Kentucky officials try to withhold record

Instead of trying to withhold records detailing an investigations into a local jail facility, Kentucky officials tried to avoid the issue entirely by arguing — ultimately unsuccessfully — that the record was not in their possession and therefore could not be disclosed.

The fight for the records began in May 2012 when members of the Barren County Fiscal Court, the equivalent of a board of supervisors, contracted with an outside investigator to follow up on allegations of misconduct at the Barren County Detention Center.

After the investigation was completed, the contractor presented a summary of his findings to the board. The board, however, voted to not take possession of the full report and to instead pass it along to the FBI. According to court filings, the independent investigator did not want to turn the report over and make it subject to the public records law because it would expose the individuals who cooperated with him during the investigation.

When the Glasgow Daily Times filed a public records request for the report, officials on the fiscal court said that because it did not possess or control the documents, it could not be considered a public record.

Essentially, officials were arguing for a very narrow and technical definition of the law as a way to avoid disclosing the records, Fleischaker said.

“This is just the latest effort by public agencies to try avoid open records responsibilities by either saying they don’t have it by letting somebody else keep it,” he said.

The council’s position was in many ways similar to the position taken by the NCAA in 2009, when it unsuccessfully argued that documents related to a student-athlete cheating scandal at Florida State University were not subject to the state’s public records law because the NCAA stored the records on a secure website. The NCAA argued that because university officials could only view the records and could not save or print them, they were not state records.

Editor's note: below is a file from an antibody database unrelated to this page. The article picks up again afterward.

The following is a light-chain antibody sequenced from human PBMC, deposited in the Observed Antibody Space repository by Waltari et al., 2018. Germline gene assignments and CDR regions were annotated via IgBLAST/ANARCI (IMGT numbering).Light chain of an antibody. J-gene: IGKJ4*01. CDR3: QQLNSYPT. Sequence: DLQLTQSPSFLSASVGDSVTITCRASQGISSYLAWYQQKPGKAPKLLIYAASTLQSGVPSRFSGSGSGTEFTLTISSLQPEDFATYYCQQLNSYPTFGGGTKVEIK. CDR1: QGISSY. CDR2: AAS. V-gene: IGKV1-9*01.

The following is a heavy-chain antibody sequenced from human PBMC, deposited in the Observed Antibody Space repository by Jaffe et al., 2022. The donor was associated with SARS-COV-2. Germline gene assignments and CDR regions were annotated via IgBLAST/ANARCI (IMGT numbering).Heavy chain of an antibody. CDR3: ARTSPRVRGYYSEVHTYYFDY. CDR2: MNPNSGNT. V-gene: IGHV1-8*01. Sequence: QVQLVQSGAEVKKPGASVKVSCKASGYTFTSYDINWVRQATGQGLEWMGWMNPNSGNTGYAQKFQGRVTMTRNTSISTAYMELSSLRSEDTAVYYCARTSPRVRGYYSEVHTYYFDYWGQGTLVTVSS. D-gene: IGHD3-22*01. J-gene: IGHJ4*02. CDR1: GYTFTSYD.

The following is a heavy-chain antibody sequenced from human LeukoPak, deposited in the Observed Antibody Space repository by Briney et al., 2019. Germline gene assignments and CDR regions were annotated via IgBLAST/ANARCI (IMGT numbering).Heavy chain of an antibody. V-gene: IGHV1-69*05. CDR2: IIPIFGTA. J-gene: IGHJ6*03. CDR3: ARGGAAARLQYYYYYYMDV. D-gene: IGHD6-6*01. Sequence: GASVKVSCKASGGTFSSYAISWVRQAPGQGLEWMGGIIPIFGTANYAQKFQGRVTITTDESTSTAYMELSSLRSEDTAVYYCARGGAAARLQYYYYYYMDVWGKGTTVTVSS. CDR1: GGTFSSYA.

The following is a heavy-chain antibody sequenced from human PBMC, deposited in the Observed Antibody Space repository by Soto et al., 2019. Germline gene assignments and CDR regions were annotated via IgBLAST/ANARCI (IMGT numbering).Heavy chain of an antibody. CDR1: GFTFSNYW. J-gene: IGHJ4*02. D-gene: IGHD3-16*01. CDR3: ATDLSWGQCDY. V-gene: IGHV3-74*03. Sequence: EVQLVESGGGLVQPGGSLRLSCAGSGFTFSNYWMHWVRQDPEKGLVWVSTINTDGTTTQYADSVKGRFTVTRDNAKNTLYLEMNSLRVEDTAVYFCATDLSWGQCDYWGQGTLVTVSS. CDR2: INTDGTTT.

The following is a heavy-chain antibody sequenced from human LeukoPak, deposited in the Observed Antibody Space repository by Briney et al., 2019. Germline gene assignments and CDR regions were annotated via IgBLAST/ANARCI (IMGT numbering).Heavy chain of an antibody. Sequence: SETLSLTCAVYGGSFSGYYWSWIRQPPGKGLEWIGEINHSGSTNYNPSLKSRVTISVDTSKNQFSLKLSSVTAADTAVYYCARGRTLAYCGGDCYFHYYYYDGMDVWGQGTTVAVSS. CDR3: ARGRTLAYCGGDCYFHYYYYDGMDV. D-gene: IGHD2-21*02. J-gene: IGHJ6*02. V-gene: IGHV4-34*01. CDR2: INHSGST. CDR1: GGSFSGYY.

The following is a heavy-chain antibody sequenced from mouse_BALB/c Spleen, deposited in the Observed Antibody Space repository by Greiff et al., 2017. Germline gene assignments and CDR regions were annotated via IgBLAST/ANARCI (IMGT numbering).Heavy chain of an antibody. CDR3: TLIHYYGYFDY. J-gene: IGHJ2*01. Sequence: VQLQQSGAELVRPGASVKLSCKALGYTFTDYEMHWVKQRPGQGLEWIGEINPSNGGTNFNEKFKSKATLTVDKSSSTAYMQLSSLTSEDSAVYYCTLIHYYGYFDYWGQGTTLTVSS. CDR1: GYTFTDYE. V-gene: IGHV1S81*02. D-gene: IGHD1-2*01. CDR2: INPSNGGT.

But a Florida court ruled that the records, which included documents related to cheating allegations against more than 60 student athletes, were subject to the state’s public records law, reasoning that because the university was public, the documents created about the university were subject to the state’s public records law.

In the Kentucky case, the paper was similarly able to argue successfully to a trial court that, although the record was not in the physical possession of the public body, it was a public record. The court ordered the release of the records in early February.

Fleischaker credited the trial court for embracing the purpose of Kentucky’s open records law, which is to increase public access to government, rather than getting bogged down in fine legal technicalities.

“Kentucky courts historically have always taken the position that they are there to fairly and adequately apply not just the letter of the law but the spirit of the law,” he said.

Private email as public record issue continues

Although many state courts and legislatures have already wrestled with determining when a public official’s use of a private email account to conduct government business becomes a public record, the question remains unaddressed by the highest courts in New Mexico and Texas.

In New Mexico, the Santa Fe Reporter brought the issue to the forefront when it requested email from the private accounts of Gov. Susana Martinez and two of her aides after it became public that her office was using private email accounts to conduct public business.

Although Martinez has since issued an order requiring all state employees to use public email to conduct public business, the office has only released one email message. According to the Santa Fe Reporter, other messages exist, as it has obtained leaked email messages that were not included in the release.